One consideration when contemplating TKA in MHE patients with knee involvement is ensuring that the surgeon has a thorough comprehension of frequently occurring skeletal aberrations associated with MHE. A detailed understanding of this concept is necessary for adequate preoperative planning and subsequent surgical management. Given that genu valgus deformity is a frequent complication in patients with MHE, it is imperative to consider this possibility during surgical planning. In our case, the genu valgus deformity with rotational accentuation and the chondral masses mandated meticulous attention to preoperative planning and extensive knowledge of the fundamental principles of managing severe skeletal deformity. Essential aspects of preoperative planning include precise templating, comprehensive assessment of bony dimensions, and availability of various implant sizes or custom implants. In patients of smaller stature, a detailed evaluation of the bony dimensions is crucial to determine if custom implants are necessary [
]. In our case, we used a constrained condylar knee rotating platform DePuy Synthes Revision system with metaphyseal sleeves, and custom implants were not required. However, a constrained hinge design prosthesis was readily available if we were to require it. Furthermore, the use of digital templating may be used as an adjuvant for preoperative planning to improve accuracy for actual implant size prediction and determining an adequate origin in selecting implant size and position [
] used computer navigation in managing achondroplasia with TKA in anticipation of possible complications with intramedullary instrumentation due to considerable femoral bowing and varus deformities. In our case, digital templating was not used and, to our knowledge, digital templating was not used in any of the previous cases of TKA in MHE with knee involvement. Digital templating should be considered when confronted with a similar situation in the future.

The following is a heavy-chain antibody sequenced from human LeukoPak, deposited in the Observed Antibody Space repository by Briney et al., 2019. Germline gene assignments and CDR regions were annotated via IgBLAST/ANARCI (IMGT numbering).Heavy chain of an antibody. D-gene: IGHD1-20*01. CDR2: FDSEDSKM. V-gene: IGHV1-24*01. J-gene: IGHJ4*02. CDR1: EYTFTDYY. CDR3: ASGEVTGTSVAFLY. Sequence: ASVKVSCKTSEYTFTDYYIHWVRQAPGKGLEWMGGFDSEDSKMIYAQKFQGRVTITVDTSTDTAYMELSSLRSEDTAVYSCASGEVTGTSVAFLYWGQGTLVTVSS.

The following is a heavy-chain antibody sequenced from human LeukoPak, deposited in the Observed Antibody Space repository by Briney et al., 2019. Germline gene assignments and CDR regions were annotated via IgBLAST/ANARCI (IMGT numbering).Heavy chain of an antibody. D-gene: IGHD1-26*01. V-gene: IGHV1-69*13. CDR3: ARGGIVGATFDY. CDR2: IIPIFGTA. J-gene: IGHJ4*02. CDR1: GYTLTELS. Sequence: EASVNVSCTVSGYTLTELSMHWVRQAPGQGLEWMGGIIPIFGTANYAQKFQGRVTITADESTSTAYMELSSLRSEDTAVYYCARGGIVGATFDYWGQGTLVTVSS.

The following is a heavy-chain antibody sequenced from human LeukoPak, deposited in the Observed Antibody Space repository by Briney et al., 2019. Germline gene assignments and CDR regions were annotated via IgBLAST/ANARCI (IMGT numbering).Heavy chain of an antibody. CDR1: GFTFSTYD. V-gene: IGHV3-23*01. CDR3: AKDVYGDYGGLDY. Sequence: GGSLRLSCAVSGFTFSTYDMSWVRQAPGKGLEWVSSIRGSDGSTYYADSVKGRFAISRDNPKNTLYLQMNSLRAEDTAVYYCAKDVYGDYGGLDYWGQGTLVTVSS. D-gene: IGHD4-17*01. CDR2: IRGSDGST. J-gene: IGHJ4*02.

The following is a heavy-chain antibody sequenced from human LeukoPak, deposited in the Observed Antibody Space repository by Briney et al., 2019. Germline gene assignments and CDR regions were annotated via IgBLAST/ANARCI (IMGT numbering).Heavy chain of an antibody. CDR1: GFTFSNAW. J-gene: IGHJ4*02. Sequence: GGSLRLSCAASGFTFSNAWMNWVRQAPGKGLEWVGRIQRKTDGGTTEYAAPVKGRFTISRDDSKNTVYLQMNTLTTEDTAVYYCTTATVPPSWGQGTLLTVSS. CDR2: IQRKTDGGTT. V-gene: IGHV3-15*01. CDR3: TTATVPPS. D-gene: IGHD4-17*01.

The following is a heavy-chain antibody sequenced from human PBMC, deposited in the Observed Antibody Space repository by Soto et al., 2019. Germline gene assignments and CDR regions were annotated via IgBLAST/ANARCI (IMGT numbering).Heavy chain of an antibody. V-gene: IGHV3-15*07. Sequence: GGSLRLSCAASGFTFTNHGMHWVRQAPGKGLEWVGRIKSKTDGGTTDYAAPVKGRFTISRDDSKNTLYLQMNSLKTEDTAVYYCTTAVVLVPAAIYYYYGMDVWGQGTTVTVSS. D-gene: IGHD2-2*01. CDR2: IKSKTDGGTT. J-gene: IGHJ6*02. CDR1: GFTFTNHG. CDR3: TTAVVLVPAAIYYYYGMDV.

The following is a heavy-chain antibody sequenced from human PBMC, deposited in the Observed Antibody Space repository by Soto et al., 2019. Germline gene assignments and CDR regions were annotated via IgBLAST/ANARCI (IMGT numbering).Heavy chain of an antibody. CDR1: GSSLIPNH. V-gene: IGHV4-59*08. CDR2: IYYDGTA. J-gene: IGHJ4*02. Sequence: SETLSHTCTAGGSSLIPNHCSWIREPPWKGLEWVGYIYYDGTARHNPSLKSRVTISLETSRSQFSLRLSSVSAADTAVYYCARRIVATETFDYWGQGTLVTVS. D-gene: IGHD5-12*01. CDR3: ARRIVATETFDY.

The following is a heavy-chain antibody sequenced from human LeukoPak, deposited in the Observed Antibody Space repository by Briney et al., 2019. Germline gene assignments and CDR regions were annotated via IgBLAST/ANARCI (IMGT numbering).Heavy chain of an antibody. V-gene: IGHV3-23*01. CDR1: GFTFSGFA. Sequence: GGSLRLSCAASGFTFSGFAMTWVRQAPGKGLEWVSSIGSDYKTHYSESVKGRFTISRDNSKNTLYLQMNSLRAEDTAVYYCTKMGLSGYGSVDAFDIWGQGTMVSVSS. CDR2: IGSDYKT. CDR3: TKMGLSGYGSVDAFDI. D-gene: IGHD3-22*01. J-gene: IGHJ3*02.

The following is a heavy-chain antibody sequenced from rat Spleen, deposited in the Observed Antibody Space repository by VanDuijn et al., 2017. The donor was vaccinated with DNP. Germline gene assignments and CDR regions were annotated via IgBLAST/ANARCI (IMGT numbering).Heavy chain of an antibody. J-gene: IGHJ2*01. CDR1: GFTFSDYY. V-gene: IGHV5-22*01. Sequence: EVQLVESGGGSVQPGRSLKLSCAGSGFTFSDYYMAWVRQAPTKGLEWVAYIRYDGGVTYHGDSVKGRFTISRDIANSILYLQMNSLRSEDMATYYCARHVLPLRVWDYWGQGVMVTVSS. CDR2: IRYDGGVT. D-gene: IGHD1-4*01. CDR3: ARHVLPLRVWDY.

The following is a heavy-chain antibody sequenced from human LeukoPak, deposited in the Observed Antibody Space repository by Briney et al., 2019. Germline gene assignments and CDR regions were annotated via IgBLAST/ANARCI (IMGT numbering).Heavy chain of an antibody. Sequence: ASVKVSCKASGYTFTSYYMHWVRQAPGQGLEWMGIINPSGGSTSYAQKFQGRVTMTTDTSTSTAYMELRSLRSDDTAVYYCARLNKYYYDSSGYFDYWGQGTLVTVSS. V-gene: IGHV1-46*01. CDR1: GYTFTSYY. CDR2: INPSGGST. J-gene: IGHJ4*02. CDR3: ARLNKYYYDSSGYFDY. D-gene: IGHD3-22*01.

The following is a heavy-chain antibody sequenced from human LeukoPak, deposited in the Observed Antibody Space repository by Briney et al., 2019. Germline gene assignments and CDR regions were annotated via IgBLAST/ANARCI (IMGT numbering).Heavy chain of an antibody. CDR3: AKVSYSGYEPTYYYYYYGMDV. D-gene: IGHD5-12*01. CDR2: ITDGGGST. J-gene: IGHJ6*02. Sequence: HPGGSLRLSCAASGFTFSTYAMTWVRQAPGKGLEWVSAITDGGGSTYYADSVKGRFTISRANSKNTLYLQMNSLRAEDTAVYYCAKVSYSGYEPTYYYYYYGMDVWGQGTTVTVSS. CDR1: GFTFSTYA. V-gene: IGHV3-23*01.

Additionally, it is vital that all painful lesions be carefully assessed for malignant degeneration. This can be completed via bone scan with subsequent pathologic evaluation or pathological evaluation alone. The removed exostoses were sent for pathological analysis and the results were negative for malignancy. We did not perform a bone scan on this patient.
Moreover, the surgeon should be prepared for encountering soft-tissue imbalances. In the previous 6 cases of MHE with knee involvement managed with TKA, 5 of 6 cases required soft-tissue release to obtain adequate ligamentous balancing [
]. Our case required iliotibial band and popliteal tendon release to balance the extension and flexion gaps. If soft-tissue release is not sufficient to achieve symmetric extension and flexion gaps, there are several alternatives that the surgeon may use. A lateral epicondylar sliding osteotomy is one approach that may be used to obtain symmetric extension and flexion gaps [
]. We were able to achieve symmetric extension and flexion gaps with soft-tissue release and did not require the use of a lateral epicondylar sliding osteotomy or hinge. Although the patient suffered from significant ligamentous laxity, replacement of bone and cartilage loss with femoral and tibial components compensated for damage caused by long-standing genu valgus deformity eliminating the need for a constrained hinge design prosthesis.
Similarly, it is possible to encounter patellar maltracking in the valgus knee due to ligamentous contracture. If confronted with patellar maltracking, realignment of the proximal extensor mechanism may be performed through a lateral retinacular release, patellar resurfacing, reconstruction of the medial patellofemoral ligament, or tibial tuberosity transfer [
]. We did not use any of these surgical techniques because of adequate central patellar tracking achieved through soft-tissue release.
In addition, the use of metaphyseal sleeves should be considered due to its associated benefits. Metaphyseal sleeves have been primarily used for hinged knee arthroplasty and revision TKA in the past, with indications including bone loss, increasing stability of prosthesis-bone construct, and providing long-term fixation of the implant to bone [